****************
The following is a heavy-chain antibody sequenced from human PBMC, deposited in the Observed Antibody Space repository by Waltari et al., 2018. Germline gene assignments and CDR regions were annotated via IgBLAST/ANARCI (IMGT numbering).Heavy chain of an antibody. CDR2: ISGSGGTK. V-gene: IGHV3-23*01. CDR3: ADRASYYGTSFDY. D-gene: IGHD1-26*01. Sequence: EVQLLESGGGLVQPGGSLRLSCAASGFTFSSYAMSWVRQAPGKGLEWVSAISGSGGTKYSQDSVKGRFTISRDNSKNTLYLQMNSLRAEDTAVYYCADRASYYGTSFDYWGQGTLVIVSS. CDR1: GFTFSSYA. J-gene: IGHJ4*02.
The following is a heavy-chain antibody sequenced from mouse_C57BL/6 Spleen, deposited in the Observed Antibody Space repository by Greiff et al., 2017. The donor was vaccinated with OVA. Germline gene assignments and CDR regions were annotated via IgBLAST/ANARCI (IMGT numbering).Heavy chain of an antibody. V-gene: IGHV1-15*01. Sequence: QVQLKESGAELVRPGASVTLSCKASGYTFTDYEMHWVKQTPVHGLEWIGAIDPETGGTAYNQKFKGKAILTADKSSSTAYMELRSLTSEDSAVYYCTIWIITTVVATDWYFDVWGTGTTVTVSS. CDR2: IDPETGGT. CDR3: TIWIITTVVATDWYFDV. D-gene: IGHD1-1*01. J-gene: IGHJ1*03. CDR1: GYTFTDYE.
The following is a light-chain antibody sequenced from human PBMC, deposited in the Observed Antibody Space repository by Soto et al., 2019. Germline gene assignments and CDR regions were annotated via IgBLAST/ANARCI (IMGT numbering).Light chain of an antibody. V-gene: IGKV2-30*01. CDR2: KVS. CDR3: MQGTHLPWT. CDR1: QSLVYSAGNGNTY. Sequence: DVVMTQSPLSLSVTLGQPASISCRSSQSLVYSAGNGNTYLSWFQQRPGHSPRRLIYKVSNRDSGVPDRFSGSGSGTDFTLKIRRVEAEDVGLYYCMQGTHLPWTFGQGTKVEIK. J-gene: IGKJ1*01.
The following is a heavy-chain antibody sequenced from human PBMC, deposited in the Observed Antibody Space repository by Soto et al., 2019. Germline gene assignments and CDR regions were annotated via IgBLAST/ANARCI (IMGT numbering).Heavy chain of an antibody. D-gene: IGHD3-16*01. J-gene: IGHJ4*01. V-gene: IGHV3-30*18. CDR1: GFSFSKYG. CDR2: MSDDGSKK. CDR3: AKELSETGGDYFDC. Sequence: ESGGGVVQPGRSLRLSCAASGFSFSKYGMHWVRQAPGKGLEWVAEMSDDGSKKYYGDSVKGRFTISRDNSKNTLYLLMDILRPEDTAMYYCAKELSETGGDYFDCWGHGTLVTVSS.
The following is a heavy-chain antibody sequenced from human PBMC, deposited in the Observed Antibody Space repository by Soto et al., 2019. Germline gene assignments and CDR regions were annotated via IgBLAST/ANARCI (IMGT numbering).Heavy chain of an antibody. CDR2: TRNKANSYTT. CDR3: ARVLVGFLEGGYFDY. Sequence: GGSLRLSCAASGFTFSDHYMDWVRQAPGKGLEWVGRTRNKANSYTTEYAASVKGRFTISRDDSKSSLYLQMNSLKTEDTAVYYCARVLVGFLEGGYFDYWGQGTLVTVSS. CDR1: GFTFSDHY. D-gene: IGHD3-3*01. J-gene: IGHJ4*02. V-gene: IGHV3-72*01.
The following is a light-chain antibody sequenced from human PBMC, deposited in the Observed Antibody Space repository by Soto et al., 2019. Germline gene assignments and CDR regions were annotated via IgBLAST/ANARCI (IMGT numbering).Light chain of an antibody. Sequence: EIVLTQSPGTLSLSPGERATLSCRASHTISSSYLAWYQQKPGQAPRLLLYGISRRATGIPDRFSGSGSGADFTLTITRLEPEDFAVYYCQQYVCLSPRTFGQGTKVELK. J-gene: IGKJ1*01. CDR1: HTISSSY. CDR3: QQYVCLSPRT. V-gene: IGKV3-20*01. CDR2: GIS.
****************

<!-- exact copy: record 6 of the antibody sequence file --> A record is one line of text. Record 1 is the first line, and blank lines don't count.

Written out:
The following is a light-chain antibody sequenced from human PBMC, deposited in the Observed Antibody Space repository by Soto et al., 2019. Germline gene assignments and CDR regions were annotated via IgBLAST/ANARCI (IMGT numbering).Light chain of an antibody. Sequence: EIVLTQSPGTLSLSPGERATLSCRASHTISSSYLAWYQQKPGQAPRLLLYGISRRATGIPDRFSGSGSGADFTLTITRLEPEDFAVYYCQQYVCLSPRTFGQGTKVELK. J-gene: IGKJ1*01. CDR1: HTISSSY. CDR3: QQYVCLSPRT. V-gene: IGKV3-20*01. CDR2: GIS.